NORTH HIGHLANDS (CBS13) — A North Highlands dad wants his daughter to be able to opt-out of the “Black Lives Matter” lesson in her ethnic studies class, saying it doesn’t align with his family’s beliefs.

Garren Bratcher isn’t happy his daughter Ella, 14, a freshman at San Juan High School, is getting lessons on Black Lives Matter.

“It really made me uncomfortable in class,” said Ella.

“It’s going to create that divide in the classroom and that becomes dangerous to a student,” said Garren Bratcher.

The class is being taken online, and Ella’s dad emailed her teacher asking for an alternate lesson plan. He calls BLM a radical group.

“The ethics behind them is not something you should be teaching a 14-year-old child. It sounded more like a recruitment tactic, not an educational experience,” he said.

His request was denied. The class isn’t required for Ella to graduate, but every freshman at San Juan High School is automatically enrolled in ethnic studies.

In an email the family shared with CBS13, Ella’s teacher says the framework for the class comes from the California Department of Education and the teacher would only modify a lesson place for a student with an individualized education plan in special education.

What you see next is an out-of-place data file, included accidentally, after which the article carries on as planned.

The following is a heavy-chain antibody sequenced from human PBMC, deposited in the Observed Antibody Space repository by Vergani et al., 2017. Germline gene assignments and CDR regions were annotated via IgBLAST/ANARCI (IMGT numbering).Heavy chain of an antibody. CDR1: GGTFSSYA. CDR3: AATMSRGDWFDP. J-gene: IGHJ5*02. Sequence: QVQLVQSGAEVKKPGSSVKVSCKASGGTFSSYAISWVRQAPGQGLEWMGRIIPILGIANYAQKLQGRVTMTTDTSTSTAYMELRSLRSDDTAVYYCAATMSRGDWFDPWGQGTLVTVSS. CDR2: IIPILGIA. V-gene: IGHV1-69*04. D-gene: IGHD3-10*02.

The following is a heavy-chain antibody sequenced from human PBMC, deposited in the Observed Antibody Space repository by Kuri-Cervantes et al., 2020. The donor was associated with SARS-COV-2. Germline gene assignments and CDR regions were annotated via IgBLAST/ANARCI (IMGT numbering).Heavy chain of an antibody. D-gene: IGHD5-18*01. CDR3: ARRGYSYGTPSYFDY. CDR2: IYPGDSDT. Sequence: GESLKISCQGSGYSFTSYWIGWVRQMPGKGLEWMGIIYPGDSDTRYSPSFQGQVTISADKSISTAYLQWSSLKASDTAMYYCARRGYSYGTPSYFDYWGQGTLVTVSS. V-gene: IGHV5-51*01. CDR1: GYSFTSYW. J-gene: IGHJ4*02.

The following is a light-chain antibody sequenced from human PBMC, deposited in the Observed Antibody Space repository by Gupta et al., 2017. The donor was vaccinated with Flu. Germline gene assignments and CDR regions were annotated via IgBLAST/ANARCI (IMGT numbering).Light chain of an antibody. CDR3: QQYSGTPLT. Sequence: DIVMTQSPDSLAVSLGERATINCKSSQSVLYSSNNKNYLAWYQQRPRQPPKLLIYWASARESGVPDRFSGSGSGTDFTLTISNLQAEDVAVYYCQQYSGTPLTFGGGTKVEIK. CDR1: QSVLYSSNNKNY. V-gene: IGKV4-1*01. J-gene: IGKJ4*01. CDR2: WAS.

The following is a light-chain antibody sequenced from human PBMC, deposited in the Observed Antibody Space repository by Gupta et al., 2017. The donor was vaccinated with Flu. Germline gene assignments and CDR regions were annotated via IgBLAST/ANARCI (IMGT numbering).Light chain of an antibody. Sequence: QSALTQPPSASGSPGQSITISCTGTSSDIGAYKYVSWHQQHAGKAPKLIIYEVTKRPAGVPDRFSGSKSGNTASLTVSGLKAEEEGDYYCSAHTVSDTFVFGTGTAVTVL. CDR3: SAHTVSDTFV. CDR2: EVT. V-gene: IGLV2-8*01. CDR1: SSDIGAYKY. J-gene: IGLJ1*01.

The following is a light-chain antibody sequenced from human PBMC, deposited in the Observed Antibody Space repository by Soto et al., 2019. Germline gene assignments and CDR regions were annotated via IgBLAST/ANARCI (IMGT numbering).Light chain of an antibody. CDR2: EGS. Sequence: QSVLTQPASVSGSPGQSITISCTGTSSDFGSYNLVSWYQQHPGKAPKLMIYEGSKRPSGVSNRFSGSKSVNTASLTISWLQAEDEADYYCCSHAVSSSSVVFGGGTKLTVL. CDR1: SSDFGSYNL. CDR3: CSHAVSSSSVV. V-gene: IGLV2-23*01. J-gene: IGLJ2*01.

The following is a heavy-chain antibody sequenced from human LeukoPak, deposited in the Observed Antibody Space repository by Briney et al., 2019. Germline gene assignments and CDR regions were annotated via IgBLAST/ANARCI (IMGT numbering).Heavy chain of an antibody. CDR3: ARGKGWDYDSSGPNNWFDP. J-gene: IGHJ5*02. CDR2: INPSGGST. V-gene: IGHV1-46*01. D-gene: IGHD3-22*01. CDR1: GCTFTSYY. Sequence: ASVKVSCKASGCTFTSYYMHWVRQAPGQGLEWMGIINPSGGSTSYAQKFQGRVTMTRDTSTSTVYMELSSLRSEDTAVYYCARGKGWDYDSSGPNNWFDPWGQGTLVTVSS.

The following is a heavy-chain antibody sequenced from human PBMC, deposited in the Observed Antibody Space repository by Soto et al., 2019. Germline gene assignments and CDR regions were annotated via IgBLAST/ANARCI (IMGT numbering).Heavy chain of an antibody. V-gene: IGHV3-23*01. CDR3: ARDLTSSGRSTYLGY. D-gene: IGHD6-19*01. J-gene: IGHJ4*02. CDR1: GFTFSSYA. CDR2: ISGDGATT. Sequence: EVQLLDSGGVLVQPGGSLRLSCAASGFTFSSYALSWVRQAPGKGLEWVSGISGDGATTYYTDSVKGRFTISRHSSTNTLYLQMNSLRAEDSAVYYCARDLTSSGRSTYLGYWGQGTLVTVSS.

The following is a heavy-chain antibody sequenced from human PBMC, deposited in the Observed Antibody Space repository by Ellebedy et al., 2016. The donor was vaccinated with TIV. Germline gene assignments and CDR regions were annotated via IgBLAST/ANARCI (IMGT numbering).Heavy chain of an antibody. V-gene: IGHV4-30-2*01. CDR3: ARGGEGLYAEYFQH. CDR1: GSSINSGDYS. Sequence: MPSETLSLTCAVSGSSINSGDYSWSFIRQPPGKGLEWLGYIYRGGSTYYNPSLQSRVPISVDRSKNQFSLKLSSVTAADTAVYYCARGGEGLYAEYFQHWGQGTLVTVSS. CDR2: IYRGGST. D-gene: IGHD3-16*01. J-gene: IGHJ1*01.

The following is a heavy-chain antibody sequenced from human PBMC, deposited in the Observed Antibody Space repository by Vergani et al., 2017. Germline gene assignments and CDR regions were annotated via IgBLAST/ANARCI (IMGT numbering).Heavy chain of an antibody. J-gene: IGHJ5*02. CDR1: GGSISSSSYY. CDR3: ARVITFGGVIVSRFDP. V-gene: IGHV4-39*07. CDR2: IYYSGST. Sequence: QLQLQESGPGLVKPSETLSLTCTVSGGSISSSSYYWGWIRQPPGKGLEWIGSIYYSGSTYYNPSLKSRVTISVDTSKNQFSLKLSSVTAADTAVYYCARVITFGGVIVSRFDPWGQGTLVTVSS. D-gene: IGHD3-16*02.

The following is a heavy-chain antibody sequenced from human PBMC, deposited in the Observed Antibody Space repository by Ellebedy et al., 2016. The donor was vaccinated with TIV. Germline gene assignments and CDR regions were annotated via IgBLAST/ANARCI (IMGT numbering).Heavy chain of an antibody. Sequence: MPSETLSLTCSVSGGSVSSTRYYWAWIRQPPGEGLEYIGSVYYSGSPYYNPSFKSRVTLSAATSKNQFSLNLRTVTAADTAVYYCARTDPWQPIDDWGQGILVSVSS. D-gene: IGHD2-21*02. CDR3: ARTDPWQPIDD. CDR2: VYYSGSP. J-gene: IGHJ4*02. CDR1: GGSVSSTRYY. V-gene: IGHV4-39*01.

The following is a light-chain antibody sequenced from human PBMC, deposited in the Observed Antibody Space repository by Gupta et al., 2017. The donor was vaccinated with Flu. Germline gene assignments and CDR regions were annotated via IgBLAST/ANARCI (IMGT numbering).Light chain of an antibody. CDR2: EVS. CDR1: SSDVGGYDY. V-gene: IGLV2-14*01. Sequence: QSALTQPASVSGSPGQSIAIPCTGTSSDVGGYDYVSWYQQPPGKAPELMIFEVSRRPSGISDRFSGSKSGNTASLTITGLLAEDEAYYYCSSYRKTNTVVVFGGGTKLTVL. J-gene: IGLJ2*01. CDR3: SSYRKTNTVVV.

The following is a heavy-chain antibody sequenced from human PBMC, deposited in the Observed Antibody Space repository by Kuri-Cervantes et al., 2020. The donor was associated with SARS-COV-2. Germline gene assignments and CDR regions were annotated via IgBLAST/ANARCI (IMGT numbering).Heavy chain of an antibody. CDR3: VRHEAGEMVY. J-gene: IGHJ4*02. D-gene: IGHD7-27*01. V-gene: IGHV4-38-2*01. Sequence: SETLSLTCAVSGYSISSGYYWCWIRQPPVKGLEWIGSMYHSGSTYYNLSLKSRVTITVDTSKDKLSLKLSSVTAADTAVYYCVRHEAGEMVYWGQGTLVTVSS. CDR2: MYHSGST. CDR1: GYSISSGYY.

Tanya Faison, founder of Sacramento’s Black Lives Matter movement, says it’s important for all young people to learn about black history, including BLM.

“It’s about time our schools are teaching our kids the truth about our history in this country,” she said.

San Juan Unified School District calls the lesson plan “completely appropriate” and released this statement:

“The course is taught in alignment with the state framework and this particular unit asks students to consider two relevant questions: “How has race and ethnicity been constructed in the United States and how have they changed over time?” And, “How do race and ethnicity continue to shape the United States contemporary issues?”

The Black Lives Matter movement is a timely and important area of study in processing these two questions. This particular assignment asks students to analyze and summarize a text to identify comparisons and differences between current and past events. Students are not asked to develop an opinion with regard to any particular civil rights movement but instead are graded on the demonstration of their critical analysis skills.”

Marissa Perlman